The Fraudster & The Sofa Surfer
Rooftop Housing deals with all sorts of issues that go along with being a landlord, some of them are easily solved, others are more complex.
Take Tenancy Fraud for example, there’s a lot of time and intricate work involved in tackling the problem. However, once the fraud has been dealt with there are some really positive outcomes.
Our Tenancy Fraud and Enforcement officer recently helped a young man find his first home, and this is their story in their own words (the tenant involved wished to remain anonymous)
“I’m Terry Shutt Tenancy Fraud and Enforcement Officer. Part of that work requires me to investigate when people are living in properties where they are committing tenancy fraud.
One particular example of that, we identified a situation where a flat had been given over to a man who was dealing drugs from the premises. We investigated the anti social behaviour attached to the drug dealing and then the tenancy fraud. As a result we took the property back and recirculated it into the stock, it was then allocated to a young individual who’d been sofa surfing for approximately 11 months.
We’re not just interested in getting back bricks an mortar, we’re actually interested in getting back homes for people… we deal with social housing need not social housing want; so we try to get the right people in the right places and make effective use of the housing stock… It’s a people business, we’re here because of that, getting the right people in the right houses…
Tenancy fraud is a criminal offence, and not only that, this individual was dealing drugs from the property which was causing other problems for the surrounding area. We managed to kill two birds with one stone, we eliminated the tenancy fraud aspect and also cleared that area of a very active drug dealer, AND provided a home for a young man who’d been homeless for 11 months.
It’s been a really positive experience, and then having met the individual… because I deal with the individuals committing the frauds but I tend not to see the individuals who move back into the properties… there was quite a buzz from that, it was good… a good positive feeling.”
So how did it affect the tenant who’s now in the flat?
“I was living with my auntie and it was an over crowded environment, there were, like, seven of us living in the same house. She said that I wouldn’t be able to stay there because it was too over crowded. So I was on the housing list for ages trying to get somewhere to go… and I ended up getting my own place and I moved into there, but it was really bad before that; my auntie was struggling to feed me as well as everybody else… there were too many of us, and because of the overcrowding they had to get me a place as quick as possible.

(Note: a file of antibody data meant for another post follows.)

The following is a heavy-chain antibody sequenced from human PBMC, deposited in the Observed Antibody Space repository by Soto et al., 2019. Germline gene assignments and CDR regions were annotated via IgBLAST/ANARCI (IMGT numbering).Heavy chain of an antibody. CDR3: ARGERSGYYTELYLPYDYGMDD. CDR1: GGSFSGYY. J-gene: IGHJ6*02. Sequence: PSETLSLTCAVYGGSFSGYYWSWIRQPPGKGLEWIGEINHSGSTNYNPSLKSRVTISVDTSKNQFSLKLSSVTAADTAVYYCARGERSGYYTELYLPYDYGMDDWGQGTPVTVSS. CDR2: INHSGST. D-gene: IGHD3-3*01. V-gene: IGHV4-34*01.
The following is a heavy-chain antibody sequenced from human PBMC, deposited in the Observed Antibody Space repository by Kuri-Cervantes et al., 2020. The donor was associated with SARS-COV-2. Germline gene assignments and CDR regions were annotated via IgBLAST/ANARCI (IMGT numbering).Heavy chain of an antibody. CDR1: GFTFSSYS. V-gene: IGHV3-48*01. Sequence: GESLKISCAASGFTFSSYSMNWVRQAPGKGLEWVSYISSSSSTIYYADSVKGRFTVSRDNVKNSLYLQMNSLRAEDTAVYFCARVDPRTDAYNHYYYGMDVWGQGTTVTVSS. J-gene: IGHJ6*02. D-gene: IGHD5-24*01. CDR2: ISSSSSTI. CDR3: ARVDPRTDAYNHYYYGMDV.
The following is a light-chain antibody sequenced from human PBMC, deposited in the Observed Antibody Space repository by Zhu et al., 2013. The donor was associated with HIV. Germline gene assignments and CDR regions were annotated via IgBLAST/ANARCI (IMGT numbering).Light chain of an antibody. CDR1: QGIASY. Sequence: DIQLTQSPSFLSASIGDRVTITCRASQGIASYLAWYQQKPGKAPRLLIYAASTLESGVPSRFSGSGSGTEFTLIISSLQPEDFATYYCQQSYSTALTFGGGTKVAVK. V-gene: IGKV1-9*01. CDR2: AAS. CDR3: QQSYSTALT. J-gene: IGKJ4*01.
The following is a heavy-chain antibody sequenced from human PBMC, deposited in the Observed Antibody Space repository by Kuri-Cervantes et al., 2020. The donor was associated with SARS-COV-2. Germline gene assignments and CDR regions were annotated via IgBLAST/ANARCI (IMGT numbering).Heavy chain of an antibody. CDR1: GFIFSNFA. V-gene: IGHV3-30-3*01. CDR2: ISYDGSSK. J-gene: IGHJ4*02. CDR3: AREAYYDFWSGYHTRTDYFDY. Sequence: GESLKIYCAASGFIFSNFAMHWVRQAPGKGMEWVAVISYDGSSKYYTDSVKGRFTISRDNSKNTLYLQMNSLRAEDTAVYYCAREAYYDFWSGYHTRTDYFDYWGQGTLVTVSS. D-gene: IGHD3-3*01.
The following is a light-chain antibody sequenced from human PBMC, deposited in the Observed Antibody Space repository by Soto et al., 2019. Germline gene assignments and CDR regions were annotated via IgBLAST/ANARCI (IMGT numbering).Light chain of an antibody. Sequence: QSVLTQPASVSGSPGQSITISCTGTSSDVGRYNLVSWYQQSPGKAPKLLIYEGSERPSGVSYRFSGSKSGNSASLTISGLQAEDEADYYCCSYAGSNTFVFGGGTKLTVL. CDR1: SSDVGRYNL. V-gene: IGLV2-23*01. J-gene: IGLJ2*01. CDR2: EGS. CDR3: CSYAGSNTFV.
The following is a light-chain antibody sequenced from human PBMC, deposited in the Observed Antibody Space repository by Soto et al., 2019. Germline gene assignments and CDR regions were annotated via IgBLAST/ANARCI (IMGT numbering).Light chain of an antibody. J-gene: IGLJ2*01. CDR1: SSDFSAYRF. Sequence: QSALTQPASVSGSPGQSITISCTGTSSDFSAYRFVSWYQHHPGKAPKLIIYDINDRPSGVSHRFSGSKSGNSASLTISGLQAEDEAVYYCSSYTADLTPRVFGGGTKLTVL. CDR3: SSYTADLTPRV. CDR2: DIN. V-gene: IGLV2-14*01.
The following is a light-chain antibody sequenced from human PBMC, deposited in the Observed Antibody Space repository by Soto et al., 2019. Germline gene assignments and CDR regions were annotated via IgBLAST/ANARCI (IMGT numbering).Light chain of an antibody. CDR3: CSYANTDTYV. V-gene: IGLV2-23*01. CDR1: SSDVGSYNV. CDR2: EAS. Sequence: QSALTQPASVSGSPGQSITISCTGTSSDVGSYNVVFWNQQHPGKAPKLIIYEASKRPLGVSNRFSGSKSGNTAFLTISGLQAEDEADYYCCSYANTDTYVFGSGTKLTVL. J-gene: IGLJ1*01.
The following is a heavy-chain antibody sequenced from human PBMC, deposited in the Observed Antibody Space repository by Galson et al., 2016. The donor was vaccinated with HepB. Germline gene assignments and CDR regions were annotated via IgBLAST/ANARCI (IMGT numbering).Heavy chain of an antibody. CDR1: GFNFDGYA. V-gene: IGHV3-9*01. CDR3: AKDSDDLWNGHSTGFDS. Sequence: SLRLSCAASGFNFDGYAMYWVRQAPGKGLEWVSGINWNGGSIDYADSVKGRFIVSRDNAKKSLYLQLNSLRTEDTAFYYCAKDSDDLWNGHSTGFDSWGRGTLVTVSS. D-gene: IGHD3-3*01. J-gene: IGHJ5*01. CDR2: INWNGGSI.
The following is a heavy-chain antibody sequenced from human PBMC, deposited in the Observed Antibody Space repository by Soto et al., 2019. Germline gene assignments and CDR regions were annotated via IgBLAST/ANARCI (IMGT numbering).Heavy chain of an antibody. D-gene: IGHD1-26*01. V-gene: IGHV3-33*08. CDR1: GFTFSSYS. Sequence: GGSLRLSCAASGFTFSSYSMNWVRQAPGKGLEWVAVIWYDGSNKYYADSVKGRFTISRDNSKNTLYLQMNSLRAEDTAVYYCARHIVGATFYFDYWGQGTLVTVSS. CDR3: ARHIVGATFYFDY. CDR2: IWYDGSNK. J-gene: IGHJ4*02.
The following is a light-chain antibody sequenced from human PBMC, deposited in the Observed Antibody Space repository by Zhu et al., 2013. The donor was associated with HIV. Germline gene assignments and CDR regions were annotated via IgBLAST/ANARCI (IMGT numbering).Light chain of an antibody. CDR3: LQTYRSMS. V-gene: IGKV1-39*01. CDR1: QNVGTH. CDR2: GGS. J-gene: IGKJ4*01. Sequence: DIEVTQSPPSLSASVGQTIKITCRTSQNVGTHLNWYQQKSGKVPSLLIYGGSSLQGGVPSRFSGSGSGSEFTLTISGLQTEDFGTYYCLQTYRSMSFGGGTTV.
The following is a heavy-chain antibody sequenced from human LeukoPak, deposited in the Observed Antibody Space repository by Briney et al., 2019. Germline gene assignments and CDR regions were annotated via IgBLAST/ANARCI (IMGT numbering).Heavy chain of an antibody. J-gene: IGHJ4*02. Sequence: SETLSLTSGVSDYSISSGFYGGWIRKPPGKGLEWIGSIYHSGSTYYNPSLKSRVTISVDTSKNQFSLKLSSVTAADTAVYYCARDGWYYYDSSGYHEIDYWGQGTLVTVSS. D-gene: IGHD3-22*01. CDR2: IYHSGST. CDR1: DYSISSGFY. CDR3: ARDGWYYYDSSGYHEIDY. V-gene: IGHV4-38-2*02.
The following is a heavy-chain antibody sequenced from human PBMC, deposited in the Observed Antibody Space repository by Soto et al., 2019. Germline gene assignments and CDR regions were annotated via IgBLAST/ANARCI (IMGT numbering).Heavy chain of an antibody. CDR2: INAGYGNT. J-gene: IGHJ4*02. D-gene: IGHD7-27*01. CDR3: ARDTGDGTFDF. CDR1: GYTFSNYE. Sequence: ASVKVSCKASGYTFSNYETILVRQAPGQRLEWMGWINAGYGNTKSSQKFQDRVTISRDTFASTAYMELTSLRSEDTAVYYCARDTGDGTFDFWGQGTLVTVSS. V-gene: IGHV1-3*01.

It feels a lot better now that I’ve got my own place. I’ve got my own freedom… it’s my own rules… yes it is hard but, it’s my own rules as well… It’s not easy living on your own; you’ve got all the things to pay by yourself, but, it is a lot better knowing you have got your own place that you can manage, you haven’t got to worry about other people doing things for you because you can now do it yourself.
My auntie helps with everything but I know everything’s easier for her because she hasn’t got to worry about all my issues as well… but she is still there to help me when I need help.
It was really exciting actually, it’s new, and this is where I’m going to live and you get to choose what you’re going to do with it, and how you’re going to decorate it. As you walk through it’s like ‘yes this is the beginning of your own new life’.
You’re not a kid no more you’ve got to do things for yourself… adulthood instead of being a child and adulthood is a lot harder than being a child and that’s what half of the people these days need to understand; growing up isn’t an easy sort of thing. When you live with mum and dad it’s easy, everything’s sort of done for you, but when you live on your own it’s not as easy as that no more. You can still have a laugh and see your friends but when it comes down to it you’ve got to be a grownup as well, because if you’re not you’re going to lose everything if you’re not careful.
…I had to grow up because if you live by yourself you’ve got to grow up. You can’t be a kid no more, things aren’t easy… you don’t get pocket money and all that, you get money as and when it’s paid to you and if you don’t manage that money correctly you’re not going to pay your bills, you’re not going to stay where you are because you can’t manage things.
I don’t want to go back, but I’m glad I’ve got people who can help me when they can, but I wouldn’t want to go back… it took me so long to get to where I am now I wouldn’t want to go back to square one… It’d be annoying to have to do it all over again!
Loads of people that are older than me don’t understand, people that have their own places, that are at college, think it’s easy. They think it’s all great, and when people visit me they’re like “oh yeh, everything’s going well here” but they don’t understand the struggles, managing your own money, the bills, then what you’ve got left then you can use it on you!...
My advice? Don’t mess it up, know what you’re doing…I’m hopeful for the future, I’ve had a few issues along the way but I should be able to sort them out… if I put my head down, I’ll sort them out…”